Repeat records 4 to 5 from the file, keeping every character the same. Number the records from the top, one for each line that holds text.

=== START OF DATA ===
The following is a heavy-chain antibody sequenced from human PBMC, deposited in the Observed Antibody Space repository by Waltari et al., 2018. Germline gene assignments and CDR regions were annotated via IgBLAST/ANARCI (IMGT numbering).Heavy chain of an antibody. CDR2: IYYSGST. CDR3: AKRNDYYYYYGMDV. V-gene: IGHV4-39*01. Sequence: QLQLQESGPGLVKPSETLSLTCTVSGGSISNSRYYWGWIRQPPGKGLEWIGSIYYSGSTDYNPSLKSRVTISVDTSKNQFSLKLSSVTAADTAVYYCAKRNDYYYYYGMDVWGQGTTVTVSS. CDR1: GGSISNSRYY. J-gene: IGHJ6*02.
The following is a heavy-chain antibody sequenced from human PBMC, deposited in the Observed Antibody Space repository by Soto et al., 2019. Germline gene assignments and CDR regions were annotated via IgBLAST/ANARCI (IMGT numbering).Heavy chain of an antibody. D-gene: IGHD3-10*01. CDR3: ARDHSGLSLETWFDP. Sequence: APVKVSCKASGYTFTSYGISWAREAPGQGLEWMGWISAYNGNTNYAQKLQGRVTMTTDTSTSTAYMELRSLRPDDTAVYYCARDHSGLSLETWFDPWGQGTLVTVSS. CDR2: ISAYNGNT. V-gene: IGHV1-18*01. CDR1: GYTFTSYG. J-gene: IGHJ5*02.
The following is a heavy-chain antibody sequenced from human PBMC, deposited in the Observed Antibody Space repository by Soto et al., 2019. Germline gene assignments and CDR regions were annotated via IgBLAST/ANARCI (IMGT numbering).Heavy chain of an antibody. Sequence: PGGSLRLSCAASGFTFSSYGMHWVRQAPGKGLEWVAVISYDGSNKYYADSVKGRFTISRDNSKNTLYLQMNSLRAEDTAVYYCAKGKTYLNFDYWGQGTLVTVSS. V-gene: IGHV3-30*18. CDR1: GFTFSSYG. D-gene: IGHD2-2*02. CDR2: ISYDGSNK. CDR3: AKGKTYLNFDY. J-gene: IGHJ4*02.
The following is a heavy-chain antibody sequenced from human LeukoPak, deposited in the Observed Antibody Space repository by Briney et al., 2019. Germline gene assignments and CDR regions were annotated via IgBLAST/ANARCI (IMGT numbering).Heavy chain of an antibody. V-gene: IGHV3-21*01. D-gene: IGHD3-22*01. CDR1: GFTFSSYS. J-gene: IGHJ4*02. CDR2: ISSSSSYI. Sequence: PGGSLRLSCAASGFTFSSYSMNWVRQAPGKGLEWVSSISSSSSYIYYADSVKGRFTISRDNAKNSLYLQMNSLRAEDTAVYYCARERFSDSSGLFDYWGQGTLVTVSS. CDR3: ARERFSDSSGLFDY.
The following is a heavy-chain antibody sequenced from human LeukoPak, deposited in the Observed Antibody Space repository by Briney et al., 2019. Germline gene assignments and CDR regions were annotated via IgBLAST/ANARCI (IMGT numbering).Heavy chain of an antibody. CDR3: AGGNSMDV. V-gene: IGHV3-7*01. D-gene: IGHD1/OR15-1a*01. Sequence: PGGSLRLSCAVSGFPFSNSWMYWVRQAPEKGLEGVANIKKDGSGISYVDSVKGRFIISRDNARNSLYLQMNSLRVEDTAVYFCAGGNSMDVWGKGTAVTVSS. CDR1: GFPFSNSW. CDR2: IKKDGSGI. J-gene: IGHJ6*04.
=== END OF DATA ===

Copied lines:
The following is a heavy-chain antibody sequenced from human LeukoPak, deposited in the Observed Antibody Space repository by Briney et al., 2019. Germline gene assignments and CDR regions were annotated via IgBLAST/ANARCI (IMGT numbering).Heavy chain of an antibody. V-gene: IGHV3-21*01. D-gene: IGHD3-22*01. CDR1: GFTFSSYS. J-gene: IGHJ4*02. CDR2: ISSSSSYI. Sequence: PGGSLRLSCAASGFTFSSYSMNWVRQAPGKGLEWVSSISSSSSYIYYADSVKGRFTISRDNAKNSLYLQMNSLRAEDTAVYYCARERFSDSSGLFDYWGQGTLVTVSS. CDR3: ARERFSDSSGLFDY.
The following is a heavy-chain antibody sequenced from human LeukoPak, deposited in the Observed Antibody Space repository by Briney et al., 2019. Germline gene assignments and CDR regions were annotated via IgBLAST/ANARCI (IMGT numbering).Heavy chain of an antibody. CDR3: AGGNSMDV. V-gene: IGHV3-7*01. D-gene: IGHD1/OR15-1a*01. Sequence: PGGSLRLSCAVSGFPFSNSWMYWVRQAPEKGLEGVANIKKDGSGISYVDSVKGRFIISRDNARNSLYLQMNSLRVEDTAVYFCAGGNSMDVWGKGTAVTVSS. CDR1: GFPFSNSW. CDR2: IKKDGSGI. J-gene: IGHJ6*04.